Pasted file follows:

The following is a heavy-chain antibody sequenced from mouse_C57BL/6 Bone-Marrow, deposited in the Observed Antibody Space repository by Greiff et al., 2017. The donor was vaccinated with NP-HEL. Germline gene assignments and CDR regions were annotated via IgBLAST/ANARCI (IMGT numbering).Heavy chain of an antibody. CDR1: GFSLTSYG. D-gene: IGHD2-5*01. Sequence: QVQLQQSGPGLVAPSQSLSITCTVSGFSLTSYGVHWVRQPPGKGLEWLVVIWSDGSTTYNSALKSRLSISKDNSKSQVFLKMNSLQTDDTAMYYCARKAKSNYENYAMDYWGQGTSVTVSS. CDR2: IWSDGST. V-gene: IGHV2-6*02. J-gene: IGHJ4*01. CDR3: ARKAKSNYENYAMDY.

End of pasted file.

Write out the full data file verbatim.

The following is a heavy-chain antibody sequenced from mouse_C57BL/6 Bone-Marrow, deposited in the Observed Antibody Space repository by Greiff et al., 2017. The donor was vaccinated with NP-HEL. Germline gene assignments and CDR regions were annotated via IgBLAST/ANARCI (IMGT numbering).Heavy chain of an antibody. CDR1: GFSLTSYG. D-gene: IGHD2-5*01. Sequence: QVQLQQSGPGLVAPSQSLSITCTVSGFSLTSYGVHWVRQPPGKGLEWLVVIWSDGSTTYNSALKSRLSISKDNSKSQVFLKMNSLQTDDTAMYYCARKAKSNYENYAMDYWGQGTSVTVSS. CDR2: IWSDGST. V-gene: IGHV2-6*02. J-gene: IGHJ4*01. CDR3: ARKAKSNYENYAMDY.